Once the ceremony begins you are to sit with your future current husband by the priest and do whatever the priest tells you for the next several hours. Most of the time you have no clue what’s going on. I felt the sun burning the back of my neck like I’ve never felt it before. It was a bit annoying, but not unbearable. After all, I was marrying Mr.B., again. The ceremony itself was fun. Games are included – suitable for the whole family. All played. Or at least pretended to be a part of the fun. Just when I thought the ceremony ended, it turned out we only got engaged. We were only half way there. I think I might have dozed off for a bit, I don’t quite remember. I do remember looking at our spectators, guests, and thinking how bored they must be just sitting there. I was somewhat bored at times, and I was the bride! Anyhow, the ceremony ended and then came the food. I do have to admit, it tasted really good after 3 hours of sitting down, getting up, walking around the fire.

The reception took place the following day. What to say? Reception was, well, reception. Lots of well-wishers, food, drinks and dancing. I had fun. For the most part. Except for the first few hours when my heart was about to jump out of my throat. Oh, all that excitement of being the bride. Maybe it was just too much smiling, or too much photo posing, no clue, but all is well that ends well, right?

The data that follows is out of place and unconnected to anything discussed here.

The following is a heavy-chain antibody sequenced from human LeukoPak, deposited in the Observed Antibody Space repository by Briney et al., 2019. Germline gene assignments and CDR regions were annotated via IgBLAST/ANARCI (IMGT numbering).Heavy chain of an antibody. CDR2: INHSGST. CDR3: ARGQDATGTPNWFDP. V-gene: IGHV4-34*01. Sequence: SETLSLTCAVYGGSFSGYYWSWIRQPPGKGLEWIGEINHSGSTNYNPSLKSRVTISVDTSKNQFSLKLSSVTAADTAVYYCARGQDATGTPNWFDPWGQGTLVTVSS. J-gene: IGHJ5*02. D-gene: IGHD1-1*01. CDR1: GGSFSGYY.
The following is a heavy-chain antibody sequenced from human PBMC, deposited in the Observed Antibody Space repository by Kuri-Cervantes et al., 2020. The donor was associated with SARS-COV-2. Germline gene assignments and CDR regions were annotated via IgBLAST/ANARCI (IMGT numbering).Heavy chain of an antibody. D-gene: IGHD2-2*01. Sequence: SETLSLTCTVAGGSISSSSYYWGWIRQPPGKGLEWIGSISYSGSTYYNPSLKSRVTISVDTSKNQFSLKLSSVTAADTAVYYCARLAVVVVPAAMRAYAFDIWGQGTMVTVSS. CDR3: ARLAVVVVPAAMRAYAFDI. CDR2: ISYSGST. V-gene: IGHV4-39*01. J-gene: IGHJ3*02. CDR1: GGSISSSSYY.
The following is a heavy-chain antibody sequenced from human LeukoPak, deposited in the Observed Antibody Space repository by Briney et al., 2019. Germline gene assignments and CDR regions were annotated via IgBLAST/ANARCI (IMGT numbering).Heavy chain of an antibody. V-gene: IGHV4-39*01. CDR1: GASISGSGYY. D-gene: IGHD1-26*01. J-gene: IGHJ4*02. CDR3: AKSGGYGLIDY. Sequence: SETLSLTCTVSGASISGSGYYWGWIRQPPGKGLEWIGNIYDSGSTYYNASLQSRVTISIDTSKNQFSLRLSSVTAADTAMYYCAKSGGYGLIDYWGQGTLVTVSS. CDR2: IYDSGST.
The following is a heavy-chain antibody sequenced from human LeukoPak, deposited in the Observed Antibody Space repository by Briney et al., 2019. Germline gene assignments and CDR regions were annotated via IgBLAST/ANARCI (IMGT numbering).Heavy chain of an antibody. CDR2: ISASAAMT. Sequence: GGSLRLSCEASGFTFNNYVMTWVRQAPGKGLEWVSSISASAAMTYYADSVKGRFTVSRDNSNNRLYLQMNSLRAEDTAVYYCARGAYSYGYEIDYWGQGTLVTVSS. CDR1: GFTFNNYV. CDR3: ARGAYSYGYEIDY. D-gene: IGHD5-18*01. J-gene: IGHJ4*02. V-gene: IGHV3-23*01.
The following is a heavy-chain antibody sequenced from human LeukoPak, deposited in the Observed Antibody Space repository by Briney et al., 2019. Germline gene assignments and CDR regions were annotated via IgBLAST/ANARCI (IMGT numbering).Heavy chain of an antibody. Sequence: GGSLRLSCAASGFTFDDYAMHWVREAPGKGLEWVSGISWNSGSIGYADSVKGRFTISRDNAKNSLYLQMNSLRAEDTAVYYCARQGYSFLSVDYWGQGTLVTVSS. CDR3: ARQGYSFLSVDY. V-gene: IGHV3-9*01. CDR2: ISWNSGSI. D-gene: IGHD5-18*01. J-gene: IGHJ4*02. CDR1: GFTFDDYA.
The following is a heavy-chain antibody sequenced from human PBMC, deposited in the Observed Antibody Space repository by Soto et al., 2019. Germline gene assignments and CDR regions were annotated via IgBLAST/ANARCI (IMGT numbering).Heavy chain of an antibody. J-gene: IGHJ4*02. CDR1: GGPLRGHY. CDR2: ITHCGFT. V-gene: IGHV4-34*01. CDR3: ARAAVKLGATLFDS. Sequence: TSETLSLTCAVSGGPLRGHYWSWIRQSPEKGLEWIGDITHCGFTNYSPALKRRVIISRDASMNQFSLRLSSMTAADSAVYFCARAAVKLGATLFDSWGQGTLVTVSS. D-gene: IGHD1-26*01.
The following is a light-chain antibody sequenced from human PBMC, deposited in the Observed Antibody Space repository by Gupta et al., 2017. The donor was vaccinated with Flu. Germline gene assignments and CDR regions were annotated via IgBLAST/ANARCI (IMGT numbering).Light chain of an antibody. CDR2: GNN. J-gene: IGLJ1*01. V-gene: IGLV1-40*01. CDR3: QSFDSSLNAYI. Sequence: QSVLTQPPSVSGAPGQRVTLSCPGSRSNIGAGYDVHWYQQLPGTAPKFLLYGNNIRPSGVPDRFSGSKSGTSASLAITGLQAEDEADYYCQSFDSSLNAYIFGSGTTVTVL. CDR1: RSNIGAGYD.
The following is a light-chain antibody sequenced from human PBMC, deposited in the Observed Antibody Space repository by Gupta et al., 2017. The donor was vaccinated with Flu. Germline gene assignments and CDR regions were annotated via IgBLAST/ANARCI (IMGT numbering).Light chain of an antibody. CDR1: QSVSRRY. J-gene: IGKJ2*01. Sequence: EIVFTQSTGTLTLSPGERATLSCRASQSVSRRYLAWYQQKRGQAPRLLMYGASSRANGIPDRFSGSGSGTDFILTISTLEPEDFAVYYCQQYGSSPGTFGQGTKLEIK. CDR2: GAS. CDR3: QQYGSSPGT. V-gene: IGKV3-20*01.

To make the long story short, Mr.B. and I now definitely sealed this deal. We could not possibly be more married than we are at this point. Cheers to that – I am a lucky girl!

Stuff you’ll talk about in Nepal

One of the most common questions you get in Nepal is “Have you eaten?”It’s so common, in fact, that some people use it instead of a greeting. People are obsessed with food. Remember when you were a small child and all the grannies would always tell you you are too skinny and need to eat more (even if you were definitely not a skinny child)? Yes, it’s kind of like that in Nepal. Everyone is always concerned with the amount of food you eat and look at you disapprovingly as you only put a handful of rice on your plate, instead of three heaping giant spoonfuls. Mr. B’s family always comments on my eating habits and disappointingly concludes I eat like a butterfly, only a pinch of rice. They are also convinced I lose weight all the time. I can assure you that is not the case. In fact, since moving to Nepal my cheeks have become rounder, and so has my belly. Not something to be really proud of, but definitely a reason to cut down on rice intake. When you visit someone you can count on being forced to eat something, even if you say No repeatedly. They will still bring out snacks, or tea, or both. It’s really lovely actually –  it shows a true Nepali hospitality, but when you’ve just eaten a heavy lunch, fried egg with your tea is the last thing you want. If you’re a foreign woman, Nepalis are generally convinced you are weak. I guess, compared to Nepali women we are weak. Nepali women do everything, including carrying heavy loads, and foreigners just cannot measure up to that. But because they are convinced we are weak, women, more than men, are always forced to eat, and eat more. My suggestion, just go with the flow. It’ll save you a lot of time and convincing. Although, I am rebellious like that, and always refuse the food.